• Jessica Chastain starred in Andy Muschietti's first feature film, "Mama" (2013).
  • Javier Botet, who appeared as the titular character in "Mama," plays both Mrs. Kersh (as the witch) and the Leper in "IT Chapter Two."
  • The shooting date for Bill Hader's park scene was moved to accommodate a picnic that was also scheduled at the location.
  • James McAvoy is a massive Stephen King fan and has read most of his books.
  • Jaeden Martell only cries when doing foreign accents or when singing in a high pitch.
  • Jay Ryan used to work as a clown and would make balloon animals for the children.
  • Andy Muschietti has a cameo in the pharmacy scene featuring adult Eddie Kaspbrak.
  • The teenage version of the pharmacist's daughter is played by Megan Charpentier, who costarred in "Mama" and also appeared in "IT."
  • Jack Dylan Grazer was 4'11" when filming It (2017). He was nearly 5'6" when filming this film.
  • James McAvoy and Jessica Chastain were working on Dark Phoenix (2019) together when they discovered they were both top contenders for this film.
  • The club was burnt down by a group of white supremacists.
  • Andy Muschietti has filmed all of his feature productions in Toronto, Canada, and works with a lot of the same crew.
  • Weeks after the film's release, Jessica Chastain shared on her Instagram account a video of her in a kiddy pool pouring so much of the fake blood onto herself. This was to make sure she would get used to the liquid formula since gallons would end up being used. Chastain can be heard saying, "Oh my God, it's so disgusting!" on the video. She wrote in the caption of the video, "'Be an actress,' they said. 'It'll be glamorous,' they said." The song, "Only Time" by Enya can be heard in the video.
  • James Ransone is friends with Bill Skarsgård's brother, Alexander Skarsgård. James had known Bill since he was a teenager.
  • The adult Losers wear only one outfit each while they're in Derry, though 50-60 versions of the outfits were designed for the actors to wear throughout filming.
  • Chosen Jacobs and Isaiah Mustafa, who portray child Mike Hanlon and adult Mike Hanlon, respectively, are 27 years apart in age. Similarly, Nicholas Hamilton and Teach Grant, who portray teen Henry Bowers and adult Henry Bowers, respectively, are also 27 years apart in age.
  • When we first see adult Henry Bowers in the mental asylum, there is an episode of "Tom and Jerry" playing on a TV. It shows them chasing a piece of meat that was floating on water and ends up going down a sewer drain, very similar to Georgie's boat from the first film. This is most likely a reference to how Pennywise views the kids as food.
  • As Bill is looking at 'Silver' in the window of second hand store there is a business across the street called Racine Law. This is possibly a tribute to Lawrence Kasdan's superb 1981 thriller Body Heat. One of the main characters, played by William Hurt, was named Ned Racine and he was a lawyer.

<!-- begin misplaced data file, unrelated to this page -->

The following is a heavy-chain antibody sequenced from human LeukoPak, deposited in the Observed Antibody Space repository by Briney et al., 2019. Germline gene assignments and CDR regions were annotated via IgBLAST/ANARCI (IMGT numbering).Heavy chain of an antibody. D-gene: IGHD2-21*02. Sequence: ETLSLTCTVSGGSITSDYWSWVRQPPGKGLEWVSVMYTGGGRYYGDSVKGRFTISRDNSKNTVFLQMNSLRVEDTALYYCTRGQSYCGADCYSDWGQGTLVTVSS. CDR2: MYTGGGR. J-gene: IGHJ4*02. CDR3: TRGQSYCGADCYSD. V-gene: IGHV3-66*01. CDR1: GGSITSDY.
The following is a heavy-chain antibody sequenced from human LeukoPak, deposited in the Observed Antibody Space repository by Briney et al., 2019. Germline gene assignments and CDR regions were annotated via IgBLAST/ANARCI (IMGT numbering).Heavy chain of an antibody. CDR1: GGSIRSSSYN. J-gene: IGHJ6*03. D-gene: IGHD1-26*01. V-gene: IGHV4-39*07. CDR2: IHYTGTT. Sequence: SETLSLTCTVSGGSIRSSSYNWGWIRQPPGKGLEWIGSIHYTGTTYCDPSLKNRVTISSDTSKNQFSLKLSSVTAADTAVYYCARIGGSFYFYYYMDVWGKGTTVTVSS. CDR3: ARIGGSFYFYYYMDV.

• Second Stephen King adaptation to feature two X-Men cast members. James McAvoy and Jessica Chastain appear in Dark Phoenix. Ian McKellen and Bruce Davison appeared together in Apt Pupil.
  • After Mike Hanlon takes the red balloon off the bush, you can see a faint silhouette of Pennywise on the brick bridge support as he walks past it.
  • About two years after the first film's success and a few months before this film's release, in July 2019, producer Larry Sanitsky, who produced the It (1990) miniseries, sued Warner Brothers for breach of contract over the prevention of involvement of the feature film adaptations of the "It" novel. Sanitsky and Frank Konigsberg bought the rights to the novel back in the late 80s before the miniseries was filmed. The lawsuit claimed that Sanitsky and Konigsberg subsequently signed a deal with Warner Brothers in ensuring that the pair would be involved in any remakes, sequels, or spin-offs, and the pair are owed $1 million in profit participation on the miniseries. The suit is pending.
  • The original Stephen King novel runs to 1128 pages.
  • During his phone call with Mike at the end of the film (2hr 39mins), Bill mentions that he's just finished the first chapter of a new book. Looking closely you can see that it's actually an excerpt from the novel IT. Specifically, chapter 16 'Eddie's Big Break.'

Spoilers

  • In the original novel Mike is the character who is a bookworm and spends time in the library and eventually is the group member who stays in Derry and owns a library when everyone else leaves in case "IT" comes back. But since this was changed so that Ben is into books and not Mike, Ben might be the character in the sequel to stay in Derry and Mike might leave.
  • It: Chapter Two is rumored to include a scene that was cut from the first film. The scene is set back in the 1600's and has Pennywise devour a human baby. This scene was cut from the film because it was extremely dark and disturbing.
  • Henry Bowers' fate was left ambiguous in It (2017) after he was pushed down a well. It wasn't until Teach Grant was cast that the audience learned that Bowers survived the fall. Unless you have read the novel, or any of the articles published after the release of It (2017) that explained Henry's fate and subsequent return for the sequel, then his survival would be of no surprise to anyone whatsoever.
  • In It (2017), Henry Bowers' fate after being pushed down the well shaft was left ambiguous by the filmmakers. It wasn't confirmed that he survived until it was announced that Teach Grant joined the cast.